My, how the time flies.
This month marks the first anniversary of Wild Oats’ launch into the American marketplace with a mission to make healthy organic food more affordable and accessible.
Events over the past 12 months underscore why it’s so important that more families have access to organic food. The recent announcements by several large food companies and restaurant chains that they will be phasing out chicken raised with antibiotics follows a growing mountain of evidence that antibiotic use in agriculture is contributing to the rise of antibiotic resistant bacteria.
In December, the United Nations declared 2015 the International Year of Soils, a move designed to draw worldwide attention to the fragile state of the earth’s thin layer that provides life for all of us.
And, last month, the World Health Organization declared glyphosate–the common element in the most prevalent weed killer in agriculture–to be a probable carcinogen.
The common element in all of these issues is food: How it’s raised, processed and sold. A typical shopper doesn’t have the time today to do the extensive research regarding which foods are healthiest, along with which are produced in harmony with nature.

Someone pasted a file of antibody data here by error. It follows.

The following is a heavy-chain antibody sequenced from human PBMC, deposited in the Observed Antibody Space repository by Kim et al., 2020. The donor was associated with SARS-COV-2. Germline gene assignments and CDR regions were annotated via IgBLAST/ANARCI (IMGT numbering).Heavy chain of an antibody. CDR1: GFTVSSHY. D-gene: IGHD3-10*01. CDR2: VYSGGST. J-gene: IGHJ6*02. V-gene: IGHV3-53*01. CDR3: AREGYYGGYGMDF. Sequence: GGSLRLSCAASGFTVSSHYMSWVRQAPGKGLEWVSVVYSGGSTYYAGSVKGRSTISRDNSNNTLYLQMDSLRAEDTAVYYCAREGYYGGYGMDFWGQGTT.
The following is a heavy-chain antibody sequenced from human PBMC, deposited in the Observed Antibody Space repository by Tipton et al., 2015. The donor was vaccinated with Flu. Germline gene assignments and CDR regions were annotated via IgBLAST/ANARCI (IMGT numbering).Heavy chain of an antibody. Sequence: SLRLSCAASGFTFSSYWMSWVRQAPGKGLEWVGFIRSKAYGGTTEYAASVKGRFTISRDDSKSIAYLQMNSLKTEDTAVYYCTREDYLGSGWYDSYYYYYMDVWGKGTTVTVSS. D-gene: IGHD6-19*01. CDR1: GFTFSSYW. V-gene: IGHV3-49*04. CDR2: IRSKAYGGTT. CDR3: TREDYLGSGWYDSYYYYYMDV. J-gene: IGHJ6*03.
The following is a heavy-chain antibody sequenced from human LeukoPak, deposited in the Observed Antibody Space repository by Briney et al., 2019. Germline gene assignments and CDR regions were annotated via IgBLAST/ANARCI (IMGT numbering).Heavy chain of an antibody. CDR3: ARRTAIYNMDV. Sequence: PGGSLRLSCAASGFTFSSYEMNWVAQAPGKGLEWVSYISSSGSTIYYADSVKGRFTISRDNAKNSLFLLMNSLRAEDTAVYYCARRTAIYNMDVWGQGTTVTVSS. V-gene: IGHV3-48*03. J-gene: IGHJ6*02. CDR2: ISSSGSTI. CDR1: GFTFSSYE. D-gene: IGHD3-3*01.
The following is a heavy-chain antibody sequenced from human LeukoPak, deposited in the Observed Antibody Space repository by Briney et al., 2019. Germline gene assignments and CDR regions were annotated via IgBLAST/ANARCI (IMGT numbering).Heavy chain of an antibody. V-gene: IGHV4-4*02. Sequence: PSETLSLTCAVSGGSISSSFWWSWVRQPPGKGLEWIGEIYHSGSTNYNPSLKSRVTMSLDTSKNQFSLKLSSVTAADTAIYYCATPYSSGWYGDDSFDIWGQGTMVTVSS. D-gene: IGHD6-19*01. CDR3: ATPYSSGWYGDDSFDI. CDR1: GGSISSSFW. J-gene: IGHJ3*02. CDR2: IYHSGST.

Farmers markets have exploded across the country as one outlet to provide people with access to that healthy food. But even shoppers at farmers markets still purchase most of their groceries in a traditional brick and mortar store. And, the USDA organic seal of the food in those stores is a quick, simple way to know that the food was produced without antibiotics, synthetic pesticides, and with a strong respect for nature.
Unfortunately, until last April, most of that organic food was beyond the financial reach of a typical family.
Wild Oats began a revolution last April to change that. Wild Oats recognized that growing organic food involves additional costs and complexity. But the high cost of organic food has largely been the result of inefficient and expensive transportation, manufacturing and distribution expenses. The focus has been to make those segments of the organic pipeline as efficient as possible so that consumers—and organic farmers—can jointly benefit.
One year later, the battle is far from won, but thousands more families across America are now able to enjoy wholesome organic food.